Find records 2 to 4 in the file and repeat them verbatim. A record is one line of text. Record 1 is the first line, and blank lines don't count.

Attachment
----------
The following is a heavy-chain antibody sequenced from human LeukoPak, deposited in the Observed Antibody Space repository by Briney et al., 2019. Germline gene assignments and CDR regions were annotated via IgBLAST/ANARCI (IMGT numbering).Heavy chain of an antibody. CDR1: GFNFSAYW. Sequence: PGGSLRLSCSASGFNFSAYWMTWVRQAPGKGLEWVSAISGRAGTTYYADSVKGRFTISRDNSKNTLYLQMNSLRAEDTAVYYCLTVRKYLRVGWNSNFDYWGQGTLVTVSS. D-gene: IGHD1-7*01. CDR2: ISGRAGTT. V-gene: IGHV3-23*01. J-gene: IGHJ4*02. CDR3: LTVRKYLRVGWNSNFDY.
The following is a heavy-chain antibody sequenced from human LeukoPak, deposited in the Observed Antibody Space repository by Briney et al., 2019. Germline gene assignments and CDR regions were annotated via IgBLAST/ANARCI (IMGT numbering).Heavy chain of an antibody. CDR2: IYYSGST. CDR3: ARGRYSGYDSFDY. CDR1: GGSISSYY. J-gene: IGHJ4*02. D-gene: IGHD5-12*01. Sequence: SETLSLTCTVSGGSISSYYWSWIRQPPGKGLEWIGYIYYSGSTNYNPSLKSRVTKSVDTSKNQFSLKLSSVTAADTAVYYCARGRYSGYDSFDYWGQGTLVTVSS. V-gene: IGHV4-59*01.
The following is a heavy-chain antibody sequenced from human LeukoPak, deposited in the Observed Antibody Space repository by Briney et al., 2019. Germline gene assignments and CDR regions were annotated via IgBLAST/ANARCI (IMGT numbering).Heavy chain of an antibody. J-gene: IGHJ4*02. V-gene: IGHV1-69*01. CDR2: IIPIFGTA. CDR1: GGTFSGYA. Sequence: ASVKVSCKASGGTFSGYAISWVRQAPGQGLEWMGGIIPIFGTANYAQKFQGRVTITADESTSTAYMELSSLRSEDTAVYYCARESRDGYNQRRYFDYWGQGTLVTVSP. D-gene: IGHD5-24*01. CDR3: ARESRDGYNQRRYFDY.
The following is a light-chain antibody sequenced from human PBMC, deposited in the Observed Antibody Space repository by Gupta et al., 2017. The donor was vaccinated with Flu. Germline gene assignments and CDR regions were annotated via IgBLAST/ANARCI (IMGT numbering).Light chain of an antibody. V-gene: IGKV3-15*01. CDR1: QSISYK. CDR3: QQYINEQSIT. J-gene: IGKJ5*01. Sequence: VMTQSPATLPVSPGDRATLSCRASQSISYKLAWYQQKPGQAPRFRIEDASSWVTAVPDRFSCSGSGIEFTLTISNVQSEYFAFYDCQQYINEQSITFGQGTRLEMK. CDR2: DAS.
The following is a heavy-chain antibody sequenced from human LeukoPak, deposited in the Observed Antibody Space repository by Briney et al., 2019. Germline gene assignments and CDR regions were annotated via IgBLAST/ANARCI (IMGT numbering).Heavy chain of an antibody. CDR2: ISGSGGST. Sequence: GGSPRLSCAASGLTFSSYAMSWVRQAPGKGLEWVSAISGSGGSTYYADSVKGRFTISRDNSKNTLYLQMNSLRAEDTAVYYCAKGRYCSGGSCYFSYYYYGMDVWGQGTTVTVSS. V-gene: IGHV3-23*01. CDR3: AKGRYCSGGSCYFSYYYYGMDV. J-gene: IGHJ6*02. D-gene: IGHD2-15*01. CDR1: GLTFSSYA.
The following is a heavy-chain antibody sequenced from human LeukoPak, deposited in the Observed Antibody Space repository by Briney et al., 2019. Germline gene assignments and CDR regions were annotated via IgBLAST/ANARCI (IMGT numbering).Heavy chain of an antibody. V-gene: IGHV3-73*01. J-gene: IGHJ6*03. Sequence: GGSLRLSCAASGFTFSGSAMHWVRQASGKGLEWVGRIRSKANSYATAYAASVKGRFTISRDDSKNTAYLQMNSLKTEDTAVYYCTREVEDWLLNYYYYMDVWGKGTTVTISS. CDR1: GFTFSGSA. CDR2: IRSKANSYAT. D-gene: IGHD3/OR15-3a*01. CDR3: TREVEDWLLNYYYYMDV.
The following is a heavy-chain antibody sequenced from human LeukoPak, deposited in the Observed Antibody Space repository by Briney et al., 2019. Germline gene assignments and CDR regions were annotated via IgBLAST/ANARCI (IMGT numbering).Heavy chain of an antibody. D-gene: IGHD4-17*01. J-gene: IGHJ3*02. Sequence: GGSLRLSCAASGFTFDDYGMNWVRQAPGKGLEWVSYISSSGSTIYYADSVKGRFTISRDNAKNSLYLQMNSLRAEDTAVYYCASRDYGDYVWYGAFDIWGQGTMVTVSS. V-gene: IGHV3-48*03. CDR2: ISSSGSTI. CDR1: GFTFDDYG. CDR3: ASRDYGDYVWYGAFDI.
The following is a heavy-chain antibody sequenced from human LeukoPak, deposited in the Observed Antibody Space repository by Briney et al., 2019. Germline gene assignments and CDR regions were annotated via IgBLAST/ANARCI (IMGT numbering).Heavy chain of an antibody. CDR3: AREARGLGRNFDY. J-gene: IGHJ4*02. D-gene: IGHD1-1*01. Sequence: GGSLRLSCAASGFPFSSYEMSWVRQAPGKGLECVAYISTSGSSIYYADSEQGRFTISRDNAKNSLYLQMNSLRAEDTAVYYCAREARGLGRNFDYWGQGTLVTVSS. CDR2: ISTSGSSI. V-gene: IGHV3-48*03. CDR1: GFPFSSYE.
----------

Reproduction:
The following is a heavy-chain antibody sequenced from human LeukoPak, deposited in the Observed Antibody Space repository by Briney et al., 2019. Germline gene assignments and CDR regions were annotated via IgBLAST/ANARCI (IMGT numbering).Heavy chain of an antibody. CDR2: IYYSGST. CDR3: ARGRYSGYDSFDY. CDR1: GGSISSYY. J-gene: IGHJ4*02. D-gene: IGHD5-12*01. Sequence: SETLSLTCTVSGGSISSYYWSWIRQPPGKGLEWIGYIYYSGSTNYNPSLKSRVTKSVDTSKNQFSLKLSSVTAADTAVYYCARGRYSGYDSFDYWGQGTLVTVSS. V-gene: IGHV4-59*01.
The following is a heavy-chain antibody sequenced from human LeukoPak, deposited in the Observed Antibody Space repository by Briney et al., 2019. Germline gene assignments and CDR regions were annotated via IgBLAST/ANARCI (IMGT numbering).Heavy chain of an antibody. J-gene: IGHJ4*02. V-gene: IGHV1-69*01. CDR2: IIPIFGTA. CDR1: GGTFSGYA. Sequence: ASVKVSCKASGGTFSGYAISWVRQAPGQGLEWMGGIIPIFGTANYAQKFQGRVTITADESTSTAYMELSSLRSEDTAVYYCARESRDGYNQRRYFDYWGQGTLVTVSP. D-gene: IGHD5-24*01. CDR3: ARESRDGYNQRRYFDY.
The following is a light-chain antibody sequenced from human PBMC, deposited in the Observed Antibody Space repository by Gupta et al., 2017. The donor was vaccinated with Flu. Germline gene assignments and CDR regions were annotated via IgBLAST/ANARCI (IMGT numbering).Light chain of an antibody. V-gene: IGKV3-15*01. CDR1: QSISYK. CDR3: QQYINEQSIT. J-gene: IGKJ5*01. Sequence: VMTQSPATLPVSPGDRATLSCRASQSISYKLAWYQQKPGQAPRFRIEDASSWVTAVPDRFSCSGSGIEFTLTISNVQSEYFAFYDCQQYINEQSITFGQGTRLEMK. CDR2: DAS.